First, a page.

In the meantime, many applicants are choosing to submit a fresh applicaton, which is possible even if your leave has now expired, as long as your last grant of leave was in one of the acceptable categories. By booking a same-day slot at the Home Office, we can help you to minimise any time spent in the UK unlawfully, but we strongly advise you to take legal advice before embarking on this course of action.


A&E Doctor wins appeal under Article 8

One of our clients had been working as a middle grade doctor in an Accident and Emergency ward in a UK hospital. Despite being in the UK since 2002 and having had two children born in the UK, he was refused on maintenance grounds as his accounts fell below the required amounts on a number of ocassions during the 3-months prior to making his application.

Among other things, we argued that the decision of the UKBA breached our client's right to private life in the UK and also that it was not in the public interest to remove someone whose occupation is classified as a shortage occupation by the Government.

The Judge agreed with our arguments and our client's appeal was allowed. The Home Office have not appealed.

23 September 2009


Tier 1 Appeal update - August 2009

The Immigration Judges continued to allow Tier 1 appeals on the basis of new evidence but only where the evidence shows that appellants met the requirements at the date of the application.

Following the case of NA & Others (see our article) Judges seemed more reluctant to allow challenges to the legality of the maintenance requirements.


Tier 1 Judicial Review sucesses

In a number of cases throughout August and September our clients have been refused but have not had a right of appeal due to having either had continuing leave to remain or otherwise because they submitted their application after their leave expired.

We have challenged many of these decisions by Judicial Review action and in almost all of the cases the UKBA have reviewed their decision and granted our client leave to remain. Examples of these successes have been:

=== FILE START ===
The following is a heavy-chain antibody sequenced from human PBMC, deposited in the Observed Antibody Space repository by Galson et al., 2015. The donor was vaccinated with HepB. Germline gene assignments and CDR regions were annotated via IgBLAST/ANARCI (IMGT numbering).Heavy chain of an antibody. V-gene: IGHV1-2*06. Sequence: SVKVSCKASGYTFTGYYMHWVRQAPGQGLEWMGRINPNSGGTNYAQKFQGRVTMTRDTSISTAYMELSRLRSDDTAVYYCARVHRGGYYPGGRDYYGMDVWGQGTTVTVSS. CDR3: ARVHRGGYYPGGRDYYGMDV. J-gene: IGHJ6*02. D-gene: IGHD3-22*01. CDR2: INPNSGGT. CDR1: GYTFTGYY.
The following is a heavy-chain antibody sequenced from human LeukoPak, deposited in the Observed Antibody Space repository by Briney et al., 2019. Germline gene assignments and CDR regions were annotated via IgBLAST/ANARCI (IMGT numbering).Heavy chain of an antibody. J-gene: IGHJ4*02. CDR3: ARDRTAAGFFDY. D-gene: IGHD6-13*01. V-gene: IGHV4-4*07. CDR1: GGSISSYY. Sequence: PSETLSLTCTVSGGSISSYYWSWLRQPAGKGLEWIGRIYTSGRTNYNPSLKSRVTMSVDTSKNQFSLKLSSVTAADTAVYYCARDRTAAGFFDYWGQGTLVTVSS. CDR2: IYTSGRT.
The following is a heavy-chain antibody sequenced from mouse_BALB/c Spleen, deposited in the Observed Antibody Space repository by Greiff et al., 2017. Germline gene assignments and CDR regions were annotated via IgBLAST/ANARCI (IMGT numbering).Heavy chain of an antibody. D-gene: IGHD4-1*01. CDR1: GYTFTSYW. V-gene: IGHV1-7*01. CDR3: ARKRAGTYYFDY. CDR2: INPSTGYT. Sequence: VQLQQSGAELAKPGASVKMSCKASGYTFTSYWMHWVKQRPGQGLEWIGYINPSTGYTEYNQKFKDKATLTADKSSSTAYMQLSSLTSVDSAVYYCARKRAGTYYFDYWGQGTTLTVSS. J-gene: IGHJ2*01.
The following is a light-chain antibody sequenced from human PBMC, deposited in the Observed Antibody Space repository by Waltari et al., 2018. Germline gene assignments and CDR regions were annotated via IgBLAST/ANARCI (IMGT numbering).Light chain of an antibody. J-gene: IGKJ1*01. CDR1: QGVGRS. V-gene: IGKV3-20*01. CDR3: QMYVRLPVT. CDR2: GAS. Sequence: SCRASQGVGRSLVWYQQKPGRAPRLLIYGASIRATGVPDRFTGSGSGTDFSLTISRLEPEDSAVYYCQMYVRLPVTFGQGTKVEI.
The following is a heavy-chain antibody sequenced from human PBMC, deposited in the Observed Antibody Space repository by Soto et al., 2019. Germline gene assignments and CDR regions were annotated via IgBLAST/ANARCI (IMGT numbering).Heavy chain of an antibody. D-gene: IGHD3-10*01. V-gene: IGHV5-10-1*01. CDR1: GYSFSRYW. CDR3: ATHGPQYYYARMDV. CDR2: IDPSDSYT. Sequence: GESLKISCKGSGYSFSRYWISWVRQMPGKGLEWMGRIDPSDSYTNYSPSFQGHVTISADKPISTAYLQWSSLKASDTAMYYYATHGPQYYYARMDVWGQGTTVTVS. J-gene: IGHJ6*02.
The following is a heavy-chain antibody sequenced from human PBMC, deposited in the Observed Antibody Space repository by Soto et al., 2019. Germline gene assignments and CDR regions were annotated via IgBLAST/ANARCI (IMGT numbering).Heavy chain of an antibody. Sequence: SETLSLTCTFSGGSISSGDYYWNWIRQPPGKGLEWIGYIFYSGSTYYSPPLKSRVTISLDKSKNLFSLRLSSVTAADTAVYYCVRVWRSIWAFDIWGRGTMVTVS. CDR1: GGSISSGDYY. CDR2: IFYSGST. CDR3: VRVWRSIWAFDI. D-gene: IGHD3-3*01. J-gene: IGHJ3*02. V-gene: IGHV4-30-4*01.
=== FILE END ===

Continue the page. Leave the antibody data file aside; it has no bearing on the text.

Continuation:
- Duplicate Barclays bank statements were not accepted as evidence of maintenance as the bank's logo was not on the statement;
- Recent evidence of maintenance (from the month prior to the date of application) not submitted with the initial application;
- Insufficient evidence of maintenance;
- Joint bank accounts not accepted.

If you have been refused and you feel that the decision is unfair but you do not have a right of appeal let us know. The UKBA are often willing to concede cases to avoid being taken to the High Court. Feel free to call us to discuss your case.

September 2009


Tier 1 Judicial Review success

Following the threat of legal action in the High Court, UKBA have just agreed to overturn their previous decision to refuse our client’s Tier 1 application.

Our client had mistakenly submitted the wrong evidence of maintenance funds. Her application was therefore refused and she did not have a right of appeal, nor was she able to submit a fresh application as she does not have a Masters Degree.

We submitted a detailed Letter before Action, threatening to initiate JR proceedings against UKBA if they did not back down. In a response received on Friday, UKBA accepted the new evidence of Maintenance funds and agreed to grant our client’s Tier 1 application.

17 July 2009


Premium Bonds accepted as evidence of maintenance - Appeal allowed

Our client's Tier 1 application had been refused on the basis that he did not have the required funds (£1333 in his case). Although he did not have the funds in a UK bank account, he did hold substantial savings in NS & I savings accounts. The UKBA did not accept these funds.

We argued on appeal that the Policy Guidance does not expressly exclude Premium Bonds and further that it cannot have been intended by Parliament that such funds, which directly benefit the UK economy, should be excluded from list of accepted documents under the Tier 1 maintenance rules.